In response to a question from board Chair Vickie Turner, Bubridge said that he would like to return with an analysis of different millage rates rather than respond immediately.

“Thank you, Mr. Burbridge, I could tell that was loaded and you moved around it gracefully,” said Turner.

DeKalb County School Board Chair Vickie Turner. Photo by Dean Hesse.

“We’re one of the few districts in the state allowed to collect more than 20 mills,” said Orson. He added that the district’s total revenues were $2.55 billion and that lowering the millage rate would not affect the district’s budget.

The board approved the 23.08 millage rate.

Board member Allyson Gevertz brought up the possibility of a bond to complete facilities projects throughout the district. Conversation turned to the maintenance budget and the need to fill plumbing and construction vacancies in the district.

Gevertz also raised the topic of an educational non-profit which was rejected by the board earlier in the year. “We have donors waiting and would have access to millions in order to get some things done earlier rather than later,” said Gevertz. Vice Chair Diijon DaCosta expressed support for a nonprofit.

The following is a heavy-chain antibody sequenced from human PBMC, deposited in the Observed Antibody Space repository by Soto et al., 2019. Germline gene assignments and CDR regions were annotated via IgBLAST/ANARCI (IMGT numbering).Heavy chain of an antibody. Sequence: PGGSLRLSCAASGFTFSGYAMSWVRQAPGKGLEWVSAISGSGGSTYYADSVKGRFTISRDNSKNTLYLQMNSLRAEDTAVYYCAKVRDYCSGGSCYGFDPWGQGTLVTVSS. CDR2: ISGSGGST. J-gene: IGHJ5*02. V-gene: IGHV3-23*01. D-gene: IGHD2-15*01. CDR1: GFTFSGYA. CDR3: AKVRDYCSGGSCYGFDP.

Turner described the idea that a non-profit could receive millions in donations as “ambitious.”  Gevertz responded that it was part of Perkins & Will’s recommendations in the CMP.

Charter schools

The board approved charter school contract amendments for DeKalb Agriculture Technology and Environment, Inc., DeKalb PATH Academy, DeKalb Preparatory Academy, GLOBE Academy, International Community School, Leadership Preparatory Academy, and Tapestry Public Charter School.

Deputy Superintendent Melissa Harris presented a contract extension for DeKalb Preparatory Academy. The board approved a contract renewal for two years in November, which was passed on as a recommendation to the Georgia Department of Education. GADOE recommended an extension of the existing contract for two years instead of a new contract for only two years, which would allow DPA to correct problems and then seek a regular five-year charter renewal.

Board member Dr. Joyce Morley raised objections. She appeared to believe that DeKalb Preparatory Academy was suggesting the contract extension rather than GADOE. When Harris tried to explain the approval process to clear up the misunderstanding, Morley cut her off, saying, “I understand the process. Answer my question.”

The board approved the contract extension for DPA.

HVAC upgrades

Interim Chief Operating Officer Richard Boyd presented requests for several projects including roof and HVAC upgrades and removal of asbestos and lead based paint. He also requested funds to pay unpaid invoices related to an equipment rental agreement with Herc Rentals.